Q6
Can Midori Green be used with TAE and TBE buffers?   A6 Yes, when running agarose gel, the electrophoresis buffer may be TAE or TBE buffer.
Q7
Is it possible to stain DNA with Midori Green in agarose gels as with EtBr (ethidium bromide)?   A7 Yes, it can be used with the DNA in the gel like EtBr. However, post-staining should give a better sensitivity than precast gels, eliminating any possibility for the dye to interfere with the migration and thus the separation of the nucleic acid bands.
Q8
Can Midori Green be used for post-staining?   A8 Yes.
Q9
How should Midori Green be diluted when used for post-staining?   A9 Add 5-15 µl of Midori Green in 100 ml of buffer solution. Adjust optimal concentration and staining duration (from 5 to 60 minutes usually) according to your experiment.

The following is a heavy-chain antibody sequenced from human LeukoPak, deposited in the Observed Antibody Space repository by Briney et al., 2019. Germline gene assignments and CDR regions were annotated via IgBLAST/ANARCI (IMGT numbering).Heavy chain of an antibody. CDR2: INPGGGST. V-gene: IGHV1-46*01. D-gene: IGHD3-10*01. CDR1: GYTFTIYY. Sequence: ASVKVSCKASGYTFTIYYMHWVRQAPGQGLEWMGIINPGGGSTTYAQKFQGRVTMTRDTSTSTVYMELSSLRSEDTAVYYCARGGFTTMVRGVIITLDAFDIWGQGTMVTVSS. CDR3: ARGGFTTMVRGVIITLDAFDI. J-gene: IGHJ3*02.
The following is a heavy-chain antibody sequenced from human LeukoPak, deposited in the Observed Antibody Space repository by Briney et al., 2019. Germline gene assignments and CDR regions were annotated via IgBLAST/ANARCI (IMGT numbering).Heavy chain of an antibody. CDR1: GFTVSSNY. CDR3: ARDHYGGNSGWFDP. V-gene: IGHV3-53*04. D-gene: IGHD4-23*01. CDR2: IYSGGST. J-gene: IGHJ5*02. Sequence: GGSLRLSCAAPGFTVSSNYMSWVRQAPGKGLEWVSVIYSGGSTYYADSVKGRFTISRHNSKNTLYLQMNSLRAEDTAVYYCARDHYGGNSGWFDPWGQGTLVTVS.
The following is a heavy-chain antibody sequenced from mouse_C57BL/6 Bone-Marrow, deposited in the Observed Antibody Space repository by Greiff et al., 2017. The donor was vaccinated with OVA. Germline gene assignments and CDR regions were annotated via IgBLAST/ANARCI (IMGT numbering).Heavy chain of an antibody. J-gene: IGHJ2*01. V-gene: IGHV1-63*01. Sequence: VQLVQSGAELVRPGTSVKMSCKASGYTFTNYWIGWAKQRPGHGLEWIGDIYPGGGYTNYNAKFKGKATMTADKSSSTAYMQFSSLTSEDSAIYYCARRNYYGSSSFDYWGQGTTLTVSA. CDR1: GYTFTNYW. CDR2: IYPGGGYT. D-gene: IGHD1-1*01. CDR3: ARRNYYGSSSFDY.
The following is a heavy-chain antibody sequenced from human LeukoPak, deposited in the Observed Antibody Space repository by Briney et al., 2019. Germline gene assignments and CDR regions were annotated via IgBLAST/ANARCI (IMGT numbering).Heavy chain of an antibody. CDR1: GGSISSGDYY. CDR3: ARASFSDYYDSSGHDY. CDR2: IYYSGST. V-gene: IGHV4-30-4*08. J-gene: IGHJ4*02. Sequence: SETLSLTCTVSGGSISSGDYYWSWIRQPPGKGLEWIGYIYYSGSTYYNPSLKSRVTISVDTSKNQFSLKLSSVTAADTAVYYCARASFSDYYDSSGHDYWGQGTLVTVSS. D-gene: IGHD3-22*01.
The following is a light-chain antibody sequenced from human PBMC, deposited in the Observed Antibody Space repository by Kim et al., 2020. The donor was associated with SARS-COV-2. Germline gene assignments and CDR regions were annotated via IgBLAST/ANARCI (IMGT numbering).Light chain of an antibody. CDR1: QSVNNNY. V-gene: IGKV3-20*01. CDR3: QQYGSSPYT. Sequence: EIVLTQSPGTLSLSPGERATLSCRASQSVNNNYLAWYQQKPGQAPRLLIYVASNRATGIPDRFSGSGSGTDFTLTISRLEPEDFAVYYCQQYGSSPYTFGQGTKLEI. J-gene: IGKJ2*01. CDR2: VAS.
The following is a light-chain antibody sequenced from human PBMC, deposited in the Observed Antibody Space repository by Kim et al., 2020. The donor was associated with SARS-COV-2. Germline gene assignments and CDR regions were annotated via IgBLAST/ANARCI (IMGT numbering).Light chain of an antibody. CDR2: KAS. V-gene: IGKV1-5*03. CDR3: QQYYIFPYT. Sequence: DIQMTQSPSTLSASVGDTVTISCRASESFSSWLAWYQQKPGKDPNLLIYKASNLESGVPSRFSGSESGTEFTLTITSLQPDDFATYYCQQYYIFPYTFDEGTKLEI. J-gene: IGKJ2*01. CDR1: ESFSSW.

Q10
Does Midori Green migrate in the gel?   A10 Yes, therefore it is recommended to use optimal electrophoresis time and % of agarose for running gels. For longer products/running-time we recommend to use post-staining.
Q11
Can Midori Green be diluted?   A11 Midori Green solution can be diluted in the ultrapure water.
Q12
Can we use Midori Green for RNA as well as DNA?   A12 Midori Green can be used for RNA as well as dsDNA and ssDNA.
Q13
Which filters (wavelength) can be used for Midori Green?   A13 The filters designed for green dyes (like GFP/SYBR green filter) are the most sensitive. However, EtBr filter and simply UV-light without any filter can be used as well.
Q14
Is it possible to add Midori Green when agarose is dissolved in TAE buffer with on the hot plate and magnetic stirrer during the heating process?   A14 It is not recommended to add Midori Green to hot agarose solution. We recommend after making agarose solution, cool it down to approximately 60°C, then add Midori Green, shake carefully and mix thoroughly.